The city of Pine Bluff Depository Board — created by a city council vote at a May 5 meeting — held its inaugural meeting Thursday in the mayor’s conference room.
Made up of Mayor Debe Hollingsworth, City Clerk Loretta Whitfield and Ward 4 Alderman George Stepps and advised by City Treasurer Greg Gustek and Director of Finance Steve Miller, the board met with Assistant Vice President John Wall and Assistant Vice President for Wealth Management Chris Cummings of Relyance Bank to formalize an agreement between the bank and the city.
Because Whitfield was not present, the board agreed to delay deciding upon an investment strategy for city funds until she can participate in a conference call in the next few days.
Gustek said in the May 5 council meeting that a law was passed in 2011 requiring the creation of a depository board but the previous city treasurer did not do so. Gustek also said that the creation of this board would allow the city to process $5 million in city funds that would be in flux as of June 30.
“Right now the city has between $4.9 million and $5.2 million in four cash management trusts operated by Stephens Inc.,” Gustek said in May. “But Stephens notified us that they are shutting down the program that was used by municipalities to receive increased interest income by pooling their funds with other cities and towns.”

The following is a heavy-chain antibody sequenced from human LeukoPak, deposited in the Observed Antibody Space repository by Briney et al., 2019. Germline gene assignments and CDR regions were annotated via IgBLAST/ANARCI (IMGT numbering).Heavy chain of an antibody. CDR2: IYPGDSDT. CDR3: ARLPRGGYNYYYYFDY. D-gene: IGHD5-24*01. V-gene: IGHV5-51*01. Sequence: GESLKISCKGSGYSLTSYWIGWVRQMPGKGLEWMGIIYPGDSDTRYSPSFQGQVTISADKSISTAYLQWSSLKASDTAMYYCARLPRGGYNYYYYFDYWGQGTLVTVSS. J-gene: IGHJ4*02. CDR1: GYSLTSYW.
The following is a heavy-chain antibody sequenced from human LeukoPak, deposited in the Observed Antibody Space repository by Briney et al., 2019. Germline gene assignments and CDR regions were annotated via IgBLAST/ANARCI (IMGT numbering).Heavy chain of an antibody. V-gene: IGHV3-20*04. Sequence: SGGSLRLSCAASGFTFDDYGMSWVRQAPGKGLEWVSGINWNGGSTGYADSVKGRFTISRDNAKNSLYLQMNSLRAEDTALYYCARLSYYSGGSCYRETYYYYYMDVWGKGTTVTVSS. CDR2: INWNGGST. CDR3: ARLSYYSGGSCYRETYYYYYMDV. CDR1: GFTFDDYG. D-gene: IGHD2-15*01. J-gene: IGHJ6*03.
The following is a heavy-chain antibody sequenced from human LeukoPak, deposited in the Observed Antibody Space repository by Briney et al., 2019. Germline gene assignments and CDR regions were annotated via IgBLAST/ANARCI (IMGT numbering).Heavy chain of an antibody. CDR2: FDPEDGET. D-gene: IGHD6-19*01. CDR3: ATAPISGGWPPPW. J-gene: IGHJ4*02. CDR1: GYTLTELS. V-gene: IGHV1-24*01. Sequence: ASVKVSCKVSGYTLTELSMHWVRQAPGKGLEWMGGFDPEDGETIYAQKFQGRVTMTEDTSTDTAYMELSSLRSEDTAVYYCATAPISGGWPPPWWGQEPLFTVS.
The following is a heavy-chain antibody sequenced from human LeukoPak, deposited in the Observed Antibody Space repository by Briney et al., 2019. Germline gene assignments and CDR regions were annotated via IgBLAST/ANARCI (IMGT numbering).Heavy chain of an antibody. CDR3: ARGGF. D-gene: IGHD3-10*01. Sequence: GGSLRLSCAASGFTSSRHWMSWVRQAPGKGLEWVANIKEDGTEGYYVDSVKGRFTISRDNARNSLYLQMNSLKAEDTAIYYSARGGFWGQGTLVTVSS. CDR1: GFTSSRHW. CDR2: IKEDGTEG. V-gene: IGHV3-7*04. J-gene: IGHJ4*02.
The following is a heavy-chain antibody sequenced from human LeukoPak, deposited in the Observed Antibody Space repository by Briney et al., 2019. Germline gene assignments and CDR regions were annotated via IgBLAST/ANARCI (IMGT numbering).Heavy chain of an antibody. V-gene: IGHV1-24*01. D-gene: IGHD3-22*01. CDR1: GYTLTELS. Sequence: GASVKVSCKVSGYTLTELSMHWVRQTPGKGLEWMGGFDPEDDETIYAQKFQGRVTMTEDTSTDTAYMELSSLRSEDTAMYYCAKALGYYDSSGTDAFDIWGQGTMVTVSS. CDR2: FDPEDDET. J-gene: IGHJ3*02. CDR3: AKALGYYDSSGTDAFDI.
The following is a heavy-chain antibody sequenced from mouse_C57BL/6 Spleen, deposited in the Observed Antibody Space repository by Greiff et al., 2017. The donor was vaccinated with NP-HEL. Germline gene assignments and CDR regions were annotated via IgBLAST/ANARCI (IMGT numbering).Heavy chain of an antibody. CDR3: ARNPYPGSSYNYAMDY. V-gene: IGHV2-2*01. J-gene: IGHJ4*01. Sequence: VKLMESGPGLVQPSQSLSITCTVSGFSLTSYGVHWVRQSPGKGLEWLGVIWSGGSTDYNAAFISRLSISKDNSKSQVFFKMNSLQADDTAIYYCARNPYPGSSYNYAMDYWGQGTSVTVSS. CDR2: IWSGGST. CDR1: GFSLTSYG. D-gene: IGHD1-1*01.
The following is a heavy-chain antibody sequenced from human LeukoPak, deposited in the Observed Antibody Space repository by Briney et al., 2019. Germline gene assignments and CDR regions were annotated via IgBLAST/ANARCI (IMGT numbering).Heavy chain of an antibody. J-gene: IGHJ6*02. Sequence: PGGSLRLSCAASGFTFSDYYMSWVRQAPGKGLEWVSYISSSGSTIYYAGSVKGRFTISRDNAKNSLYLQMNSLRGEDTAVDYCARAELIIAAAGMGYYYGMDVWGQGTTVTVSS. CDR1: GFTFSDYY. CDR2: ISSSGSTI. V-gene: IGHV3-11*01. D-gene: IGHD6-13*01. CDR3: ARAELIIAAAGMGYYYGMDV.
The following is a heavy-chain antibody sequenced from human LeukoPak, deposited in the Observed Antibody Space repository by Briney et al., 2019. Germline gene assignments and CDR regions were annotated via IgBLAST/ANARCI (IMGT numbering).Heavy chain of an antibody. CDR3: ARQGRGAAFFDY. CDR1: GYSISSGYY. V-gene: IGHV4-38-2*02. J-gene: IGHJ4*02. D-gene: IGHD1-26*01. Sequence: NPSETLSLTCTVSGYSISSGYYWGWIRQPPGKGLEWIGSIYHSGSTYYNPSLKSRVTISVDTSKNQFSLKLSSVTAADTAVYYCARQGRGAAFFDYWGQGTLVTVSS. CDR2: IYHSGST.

City Finance Director Steve Miller provided additional background information at the May 5 meeting.
“Over the past several years interest rates became so low that their overhead costs were not being covered in the management of the pooled funds,” Miller said. “After several years with no increase in interest rates by the federal government, they decided to shut down the program as a money-loser.”
Miller said Thursday that Relyance Bank won the bid to manage these funds for the city.
Wall said that the total amount of Pine Bluff municipal funds to be managed by Relyance is $7.6 million.
“We are a Pine Bluff bank and I grew up in Pine Bluff,” Wall said. “I want to thank the city for accepting our bid. It is a privilege to serve our home. We are required to collateralize all city deposits at 105 percent. It is actually a higher percentage than that. The city is sufficiently collateralized. I have been working in this area now for seven years. We’ve never had a public entity go to legislative audit.”
Wall said that there are several options for the city’s $500,000 restricted reserve fund.
“We have certificates of deposit that pay a higher yield the longer the term of the CD,” Wall said.
Cummings presented the investment options that the city has available to it. No final decision was made Thursday.